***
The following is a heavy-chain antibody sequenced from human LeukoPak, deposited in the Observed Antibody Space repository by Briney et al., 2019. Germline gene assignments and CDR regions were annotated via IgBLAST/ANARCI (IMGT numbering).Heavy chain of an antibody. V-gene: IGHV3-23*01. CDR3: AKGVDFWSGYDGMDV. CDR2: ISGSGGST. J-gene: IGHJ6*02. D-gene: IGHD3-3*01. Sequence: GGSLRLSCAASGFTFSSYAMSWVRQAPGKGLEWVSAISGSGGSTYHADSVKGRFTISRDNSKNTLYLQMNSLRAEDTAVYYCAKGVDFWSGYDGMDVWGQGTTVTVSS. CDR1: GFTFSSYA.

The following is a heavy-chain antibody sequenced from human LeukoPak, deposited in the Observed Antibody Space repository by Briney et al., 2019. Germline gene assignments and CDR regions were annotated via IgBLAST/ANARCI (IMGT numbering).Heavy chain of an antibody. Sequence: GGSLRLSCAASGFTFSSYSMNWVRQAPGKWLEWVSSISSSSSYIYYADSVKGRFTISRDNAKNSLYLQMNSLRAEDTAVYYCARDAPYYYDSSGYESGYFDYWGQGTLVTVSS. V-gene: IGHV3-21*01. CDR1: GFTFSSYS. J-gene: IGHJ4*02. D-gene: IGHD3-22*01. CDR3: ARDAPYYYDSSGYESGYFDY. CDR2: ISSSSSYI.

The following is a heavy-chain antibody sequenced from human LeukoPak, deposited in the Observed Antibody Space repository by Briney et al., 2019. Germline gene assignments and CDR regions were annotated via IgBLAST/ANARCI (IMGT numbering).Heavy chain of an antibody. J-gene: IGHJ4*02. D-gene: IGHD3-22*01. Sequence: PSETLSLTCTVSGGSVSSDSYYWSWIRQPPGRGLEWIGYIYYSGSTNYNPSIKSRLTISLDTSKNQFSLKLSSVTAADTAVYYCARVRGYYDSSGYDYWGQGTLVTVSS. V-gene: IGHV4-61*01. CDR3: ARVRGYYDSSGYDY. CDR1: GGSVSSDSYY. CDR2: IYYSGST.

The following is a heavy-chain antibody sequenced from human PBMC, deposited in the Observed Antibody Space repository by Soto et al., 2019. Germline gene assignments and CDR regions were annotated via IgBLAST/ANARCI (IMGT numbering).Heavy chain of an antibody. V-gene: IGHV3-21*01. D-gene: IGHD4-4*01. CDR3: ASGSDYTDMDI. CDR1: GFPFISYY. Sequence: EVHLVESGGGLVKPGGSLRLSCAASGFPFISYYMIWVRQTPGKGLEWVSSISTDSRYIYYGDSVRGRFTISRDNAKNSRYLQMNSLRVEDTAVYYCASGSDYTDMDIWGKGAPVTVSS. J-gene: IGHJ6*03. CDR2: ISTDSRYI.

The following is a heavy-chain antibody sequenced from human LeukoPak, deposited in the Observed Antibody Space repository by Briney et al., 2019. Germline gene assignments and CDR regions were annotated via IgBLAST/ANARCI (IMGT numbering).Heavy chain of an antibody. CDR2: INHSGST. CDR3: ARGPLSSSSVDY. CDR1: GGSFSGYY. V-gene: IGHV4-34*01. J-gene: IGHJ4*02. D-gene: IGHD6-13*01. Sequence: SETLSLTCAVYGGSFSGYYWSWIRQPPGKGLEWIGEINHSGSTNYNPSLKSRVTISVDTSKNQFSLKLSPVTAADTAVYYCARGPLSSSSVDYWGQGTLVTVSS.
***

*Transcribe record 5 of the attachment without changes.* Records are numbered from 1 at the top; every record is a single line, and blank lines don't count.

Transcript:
The following is a heavy-chain antibody sequenced from human LeukoPak, deposited in the Observed Antibody Space repository by Briney et al., 2019. Germline gene assignments and CDR regions were annotated via IgBLAST/ANARCI (IMGT numbering).Heavy chain of an antibody. CDR2: INHSGST. CDR3: ARGPLSSSSVDY. CDR1: GGSFSGYY. V-gene: IGHV4-34*01. J-gene: IGHJ4*02. D-gene: IGHD6-13*01. Sequence: SETLSLTCAVYGGSFSGYYWSWIRQPPGKGLEWIGEINHSGSTNYNPSLKSRVTISVDTSKNQFSLKLSPVTAADTAVYYCARGPLSSSSVDYWGQGTLVTVSS.